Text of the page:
June 2017
Volume 58, Issue 8
Open Access
ARVO Annual Meeting Abstract  |   June 2017
A high-threshold rod input drives retinal dopamine release in response to light.
Author Affiliations & Notes
  • Victor Perez Fernandez
    Electrophysiology, Western Sydney University, Sydney, New South Wales, Australia
  • Morley W John
    Electrophysiology, Western Sydney University, Sydney, New South Wales, Australia
  • Cameron Morven
    Electrophysiology, Western Sydney University, Sydney, New South Wales, Australia
  • Footnotes
    Commercial Relationships   Victor Perez Fernandez, None; Morley John, None; Cameron Morven, None
  • Footnotes
    Support  Retinal Neurophysiology Scholarship (2015). Western Sydney University
Investigative Ophthalmology & Visual Science June 2017, Vol.58, 2233. doi:
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      Victor Perez Fernandez, Morley W John, Cameron Morven; A high-threshold rod input drives retinal dopamine release in response to light.. Invest. Ophthalmol. Vis. Sci. 2017;58(8):2233.

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      © ARVO (1962-2015); The Authors (2016-present)

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Abstract

Purpose : The origin of light input to dopaminergic amacrine cells of the retina has received significant attention in recent years. However, measurement of dopamine release in the retina in response to light does not correlate with electrophysiological and/or immunohistochemical reports. The purpose of this study was to describe the photoreceptive origin of light-induced dopamine release using transgenic mouse models.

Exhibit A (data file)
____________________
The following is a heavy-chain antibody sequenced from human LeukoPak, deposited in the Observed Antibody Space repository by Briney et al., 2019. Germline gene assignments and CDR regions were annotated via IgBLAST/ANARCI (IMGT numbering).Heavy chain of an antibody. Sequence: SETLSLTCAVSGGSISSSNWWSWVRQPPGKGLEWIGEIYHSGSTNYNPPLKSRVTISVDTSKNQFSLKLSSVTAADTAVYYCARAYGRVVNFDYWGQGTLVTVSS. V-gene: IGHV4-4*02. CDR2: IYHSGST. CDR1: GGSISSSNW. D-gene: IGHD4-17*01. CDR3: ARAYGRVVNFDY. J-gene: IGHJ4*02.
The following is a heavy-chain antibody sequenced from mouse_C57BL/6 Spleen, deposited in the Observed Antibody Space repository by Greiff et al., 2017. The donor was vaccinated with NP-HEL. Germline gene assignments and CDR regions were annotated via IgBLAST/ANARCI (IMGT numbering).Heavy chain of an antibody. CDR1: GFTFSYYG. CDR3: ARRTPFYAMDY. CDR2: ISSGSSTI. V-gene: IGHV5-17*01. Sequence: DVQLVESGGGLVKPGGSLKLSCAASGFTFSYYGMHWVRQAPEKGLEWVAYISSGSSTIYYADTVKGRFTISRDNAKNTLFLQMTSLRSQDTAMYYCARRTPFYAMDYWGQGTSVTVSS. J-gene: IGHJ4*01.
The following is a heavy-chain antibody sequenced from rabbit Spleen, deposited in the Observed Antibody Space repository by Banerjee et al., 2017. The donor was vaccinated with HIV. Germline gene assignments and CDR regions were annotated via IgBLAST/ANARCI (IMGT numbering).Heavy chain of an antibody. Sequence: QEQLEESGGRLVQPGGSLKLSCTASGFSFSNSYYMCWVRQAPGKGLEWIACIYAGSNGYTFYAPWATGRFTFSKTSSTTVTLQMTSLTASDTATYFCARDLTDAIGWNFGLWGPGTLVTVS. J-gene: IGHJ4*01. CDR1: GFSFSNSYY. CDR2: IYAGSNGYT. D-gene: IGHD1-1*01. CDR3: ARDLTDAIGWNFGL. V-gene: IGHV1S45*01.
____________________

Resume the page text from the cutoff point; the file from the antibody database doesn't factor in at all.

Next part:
Methods : We used UHPLC-MS/MS analysis to quantify DOPAC:DA ratio in the mouse retina in response to 4 light intensities (max 1.6 log W/m2; ~10,000 lux). Wild-type, Gnat2A517G (cone-functionless), and rd/rd (lacking rods and cones) animals were light pulsed and the gap junction blocker meclofenamic acid (MFA) applied intravitreally.

Results : We found that light caused a significant increase in dopamine turnover (DOPAC:DA ratio) in the retinae of both wild-type and Gnat2 A517G mice (p< 0.001; n=3) but only at very bright light intensities (> 0.65 log W/m2; ~1000 lux), with no significant difference between the two groups. In agreement with previous studies, no significant increase was obtained in response to light in rd/rd mice at any light intensity. The gap junction blocker MFA (1mM) caused a significant reduction in light induced dopamine release in both wild-type (p<0.01; n=3) and Gnat2A517G (p<0.05; n=3) animals, but did not completely abolish the light-induced increase in comparison to dark conditions.

Conclusions : We find a surprising role for rods as the primary photoreceptor contributing to light-induced dopamine release in the mouse retina. We have previously shown that light-induced dopamine release in rod-inactivated Gnat1-/- mice was significantly reduced, indicating little cone input to this response. Our data with the Gnat2A517G mice supports this finding, but given that this input has a very high threshold, at least 6 orders of magnitude above the rod threshold, the mechanism of this light gating remains unknown. It is possible that ipRGCs are playing a role in this input, but require a functional rod input to convey this message.

This is an abstract that was submitted for the 2017 ARVO Annual Meeting, held in Baltimore, MD, May 7-11, 2017.

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